Metaphors we live by [5]

Déjà vu, déjà entendu [19]

Within the span of about an hour, yet from two opposite sides of the globe.

A love letter to fellow ‘anti-KonMari’ researchers

On top of the strong hoarding instinct that I apparently was born with, I am a firm believer that inspiration comes from everywhere. This means that research in my dictionary is synonymous with trying not to drown in files and notes. Here is a playlist I am compiling for my kind of people.

What matters isn’t your writing software, it’s your file structures (sorry!) (Katherine Firth, Research Degree Insiders, 16 July 2020)

The morality of writing ‘well’ (Katherine Firth, Research Degree Insiders, 8 July 2021)

File not found: A generation that grew up with Google is forcing professors to rethink their lesson plans (Monica Chin, The Verge, 22 September 2021)

Why computing belongs within the social sciences (Randy Connolly, Communications of the ACM 63(8): 54-59)

Report examines emerging field of computational social science (Ed Grover, NCRM, 27 October 2021)

Lockdown #donelist [4]

I have participated in something. 👩‍💻

The four dimensions of feedback [3]

A very helpful thread. Resonates with why I like using the metaphor of a “perpetual stew” in thesis writing workshops. 🍲

Déjà vu, déjà entendu [18]

[지금 SNS에선] 출산지도 (이영경, 경향신문, 1 January 2017)

‘저출산 극복’이 목적이라고 밝혔지만, 현실에서는 ‘성희롱’이 됐다. 포털 등에는 입에 담기 민망한 성폭력적 댓글이 달리고, 게임 ‘포켓몬고’에 빗대어 ‘빈자궁고’ ‘XX몬고’라고 부르는 말까지 생겼다.

#pearls [2]

But seriously, why Twitter threads? 😭 So ephemeral…

Known unknowns

The pandemic is giving people vivid, unusual dreams. Here’s why. (Rebecca Renner, National Geographic, 15 April 2020; crossposted 16 December 2020)

Brain fog, phantom smells and tinnitus: my experience as a Covid ‘long hauler’ (Hannah Davis, The Guardian, 5 August 2020)

COVID-19 survivors are losing their hair — Here’s why (Joni Sweet, Healthline, 22 August 2020)

Teeth grinding, facial pain have increased due to stress from COVID-19 (Nancy Schimelpfening, Healthline, 24 November 2020)

Parosmia: ‘The smells and tastes we still miss, long after Covid’ (BBC, 6 February 2021)

Call for investigation of menstrual changes after Covid jabs (BBC, 16 September 2021)

Déjà vu, déjà entendu [17]

[An San a été] harcelée par des personnes avec des idées du Moyen Âge mais des moyens techniques du 21ème siècle. C’est souvent un mélange très compliqué, et c’est un mélange particulièrement explosif en Corée du Sud.

(From 0:52 in; any error in transcription is mine.)

While we are at it, let me plug in a couple of passages I wrote earlier.

In his work titled “Korea’s Crisis of Success,” Byung-Kook Kim (1997, pp.130–131) argues that the poor health of Korean party politics after the democratic transition is due to the lack of viable new “software” for running the “hardware” instituted and consolidated since 1987. Kim’s argument has nothing to do with the Internet, let alone Web 2.0, but a useful parallel can be drawn from it. To paraphrase him, Web 2.0 has not presented a linear progression towards a higher level of interactivity and of citizen participation in the Korean case, because the country’s market dynamics as well as its institutional dynamics (“software”) are not in keeping with its rapid technological and infrastructural development (“hardware”), and this somehow hinders creative interpretations of Web 2.0 on the part of individual users.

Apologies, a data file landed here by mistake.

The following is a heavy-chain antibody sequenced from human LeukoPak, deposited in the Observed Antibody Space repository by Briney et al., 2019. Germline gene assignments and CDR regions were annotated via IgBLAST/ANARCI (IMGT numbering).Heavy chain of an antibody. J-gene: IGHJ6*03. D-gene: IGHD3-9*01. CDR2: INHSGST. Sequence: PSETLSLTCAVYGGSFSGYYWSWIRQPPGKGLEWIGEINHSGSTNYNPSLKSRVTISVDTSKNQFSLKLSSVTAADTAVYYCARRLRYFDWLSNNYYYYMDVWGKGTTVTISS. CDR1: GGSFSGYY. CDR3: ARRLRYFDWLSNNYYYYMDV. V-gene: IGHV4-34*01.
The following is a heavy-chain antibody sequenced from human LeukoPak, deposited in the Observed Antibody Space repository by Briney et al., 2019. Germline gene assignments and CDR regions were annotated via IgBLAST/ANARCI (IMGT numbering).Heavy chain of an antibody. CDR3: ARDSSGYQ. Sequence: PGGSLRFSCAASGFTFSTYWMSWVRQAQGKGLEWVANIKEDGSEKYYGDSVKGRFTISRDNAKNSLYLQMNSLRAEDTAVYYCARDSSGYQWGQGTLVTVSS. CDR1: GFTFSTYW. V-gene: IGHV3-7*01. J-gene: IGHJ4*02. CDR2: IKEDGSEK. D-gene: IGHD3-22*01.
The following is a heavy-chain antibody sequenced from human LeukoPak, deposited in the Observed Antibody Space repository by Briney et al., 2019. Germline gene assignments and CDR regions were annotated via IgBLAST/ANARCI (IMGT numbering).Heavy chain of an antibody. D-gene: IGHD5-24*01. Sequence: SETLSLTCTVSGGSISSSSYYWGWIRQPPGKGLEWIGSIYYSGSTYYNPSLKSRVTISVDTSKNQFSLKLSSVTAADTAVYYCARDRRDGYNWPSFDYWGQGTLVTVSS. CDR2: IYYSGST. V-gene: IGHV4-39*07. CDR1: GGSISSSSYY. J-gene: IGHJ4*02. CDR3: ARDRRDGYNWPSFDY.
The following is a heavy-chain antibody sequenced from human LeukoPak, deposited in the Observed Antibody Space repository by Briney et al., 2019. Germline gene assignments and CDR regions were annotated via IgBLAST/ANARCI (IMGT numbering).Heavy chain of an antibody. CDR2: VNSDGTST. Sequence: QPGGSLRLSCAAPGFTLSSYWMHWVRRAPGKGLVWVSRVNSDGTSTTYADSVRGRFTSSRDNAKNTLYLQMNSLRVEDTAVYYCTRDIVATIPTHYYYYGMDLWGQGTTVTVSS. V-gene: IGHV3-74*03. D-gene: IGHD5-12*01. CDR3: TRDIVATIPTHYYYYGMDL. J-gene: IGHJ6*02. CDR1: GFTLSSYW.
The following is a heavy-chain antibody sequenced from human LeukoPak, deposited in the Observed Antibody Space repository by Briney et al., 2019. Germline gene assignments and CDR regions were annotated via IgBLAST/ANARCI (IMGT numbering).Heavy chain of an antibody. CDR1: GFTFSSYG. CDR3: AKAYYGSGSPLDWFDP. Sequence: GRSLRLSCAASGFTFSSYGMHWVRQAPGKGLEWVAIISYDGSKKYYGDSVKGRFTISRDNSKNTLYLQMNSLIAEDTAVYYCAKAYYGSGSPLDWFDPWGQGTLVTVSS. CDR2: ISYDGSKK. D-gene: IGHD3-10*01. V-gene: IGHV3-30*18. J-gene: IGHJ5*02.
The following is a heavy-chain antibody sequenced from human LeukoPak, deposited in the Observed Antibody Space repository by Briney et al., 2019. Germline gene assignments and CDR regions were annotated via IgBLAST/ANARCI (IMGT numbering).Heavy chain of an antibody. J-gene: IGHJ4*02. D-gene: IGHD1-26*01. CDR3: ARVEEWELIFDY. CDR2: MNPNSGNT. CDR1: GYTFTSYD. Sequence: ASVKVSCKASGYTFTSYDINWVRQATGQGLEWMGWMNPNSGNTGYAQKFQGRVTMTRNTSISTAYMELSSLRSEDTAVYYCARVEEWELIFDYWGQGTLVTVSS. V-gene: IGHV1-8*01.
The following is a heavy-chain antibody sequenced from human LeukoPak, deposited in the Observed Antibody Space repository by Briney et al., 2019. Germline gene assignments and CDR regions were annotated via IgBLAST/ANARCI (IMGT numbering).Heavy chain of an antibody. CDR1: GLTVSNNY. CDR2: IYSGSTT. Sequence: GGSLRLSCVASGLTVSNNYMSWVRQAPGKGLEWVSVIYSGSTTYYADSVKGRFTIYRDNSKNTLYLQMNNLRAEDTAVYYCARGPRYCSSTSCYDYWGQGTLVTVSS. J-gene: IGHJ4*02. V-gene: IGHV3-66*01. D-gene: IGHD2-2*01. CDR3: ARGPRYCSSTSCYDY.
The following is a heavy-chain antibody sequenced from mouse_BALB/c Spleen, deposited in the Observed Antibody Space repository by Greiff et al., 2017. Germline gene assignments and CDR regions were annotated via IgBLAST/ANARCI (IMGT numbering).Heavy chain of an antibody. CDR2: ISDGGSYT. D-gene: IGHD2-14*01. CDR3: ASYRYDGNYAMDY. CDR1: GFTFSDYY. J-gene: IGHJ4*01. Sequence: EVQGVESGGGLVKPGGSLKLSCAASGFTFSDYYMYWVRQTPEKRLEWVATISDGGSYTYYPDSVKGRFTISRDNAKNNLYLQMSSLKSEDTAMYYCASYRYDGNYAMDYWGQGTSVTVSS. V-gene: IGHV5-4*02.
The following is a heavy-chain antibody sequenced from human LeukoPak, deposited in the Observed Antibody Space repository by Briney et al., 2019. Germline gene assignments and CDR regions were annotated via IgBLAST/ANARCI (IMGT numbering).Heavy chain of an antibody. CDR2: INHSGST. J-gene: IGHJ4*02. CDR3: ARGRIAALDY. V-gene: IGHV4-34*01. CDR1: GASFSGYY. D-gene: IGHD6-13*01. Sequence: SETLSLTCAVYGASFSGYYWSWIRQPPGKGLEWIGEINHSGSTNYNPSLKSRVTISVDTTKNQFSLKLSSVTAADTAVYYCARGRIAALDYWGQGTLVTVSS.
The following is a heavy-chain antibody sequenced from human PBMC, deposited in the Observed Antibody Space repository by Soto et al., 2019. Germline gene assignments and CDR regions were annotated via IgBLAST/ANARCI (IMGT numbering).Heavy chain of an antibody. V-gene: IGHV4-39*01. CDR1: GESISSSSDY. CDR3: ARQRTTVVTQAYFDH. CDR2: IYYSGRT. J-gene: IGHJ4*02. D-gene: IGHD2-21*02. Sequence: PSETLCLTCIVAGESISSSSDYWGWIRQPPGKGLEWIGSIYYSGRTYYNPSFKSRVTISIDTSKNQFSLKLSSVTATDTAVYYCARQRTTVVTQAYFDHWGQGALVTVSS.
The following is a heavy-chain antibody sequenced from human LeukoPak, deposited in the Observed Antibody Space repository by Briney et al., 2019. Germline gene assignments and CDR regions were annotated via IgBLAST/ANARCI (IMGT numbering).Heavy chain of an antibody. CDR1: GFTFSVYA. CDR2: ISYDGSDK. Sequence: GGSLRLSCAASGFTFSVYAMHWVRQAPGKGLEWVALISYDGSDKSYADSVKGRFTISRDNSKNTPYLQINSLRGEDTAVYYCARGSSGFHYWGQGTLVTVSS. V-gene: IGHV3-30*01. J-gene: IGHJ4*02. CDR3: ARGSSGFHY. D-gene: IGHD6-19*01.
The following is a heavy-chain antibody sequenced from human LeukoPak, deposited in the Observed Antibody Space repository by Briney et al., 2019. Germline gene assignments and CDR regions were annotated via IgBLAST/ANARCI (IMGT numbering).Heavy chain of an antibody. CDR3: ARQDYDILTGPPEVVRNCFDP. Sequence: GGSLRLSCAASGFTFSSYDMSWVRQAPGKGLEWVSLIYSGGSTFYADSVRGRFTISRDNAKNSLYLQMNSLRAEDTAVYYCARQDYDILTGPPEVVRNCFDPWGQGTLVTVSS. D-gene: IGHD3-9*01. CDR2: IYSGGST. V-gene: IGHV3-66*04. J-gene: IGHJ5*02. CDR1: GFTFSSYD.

Lee, Y. (2009). ‘Internet Election 2.0? Culture, Institutions, and Technology in the Korean Presidential Elections of 2002 and 2007’. JITP 6(3): 312-325.

From investigating the ways in which the Internet was conceptualised and positioned in the arena of Korean politics from 2002 to 2007, my principal finding is a tension at play in Korean society — a highly technologically advanced society grounded in very traditional notions of institutions. To be more specific, the interplay between the existing institutional values (including legal frameworks, Confucian ethos, and the 1980s’ pro-democracy movement tradition) and what the Internet offers (both technically and metaphorically) was possibly the most significant factor that this study has identified.

Lee, Y. (2009). Internet-Facilitated Political Mobilisation: A Case Study of Nosamo, the Supporters Network of the 16th President of South Korea. PhD thesis, UoL.

Despite its significant political potential demonstrated, the Eonsoju case illustrates how ‘fragile’ P2P organising can be vis-à-vis legal and other institutional forces (see also Etling et al., 2010). […] the significance of the present study lies in the fact that it has thrown up some fundamental questions. One of them is whether horizontally networked efforts such as Eonsoju will ever be able to match up to vertically aligned institutions, especially in societies like Korea where the latter have always been more prominent (Lee, 2009b). Another question is, in a broader interpretation of the findings of Etling et al. (2010) and Dean (2005), how then to create a system that is more ‘responsive’ to the needs and opinions expressed through such networks and harness their democratising potential. Cyberspace is often presented as a clever means of circumvention for bottom-up initiatives, but the life of Eonsoju depicted here highlights that such initiatives cannot be a sustainable solution without being grounded in a physical world that is responsive to and supportive of grassroots development.

Lee, Y. (2016). The fragile beauty of peer-to-peer activism: The public campaign for the rights of media consumers in South Korea. NMS 18(10): 2254-2270.

Déjà vu, déjà entendu [16]

Finally a positive one in this ongoing series.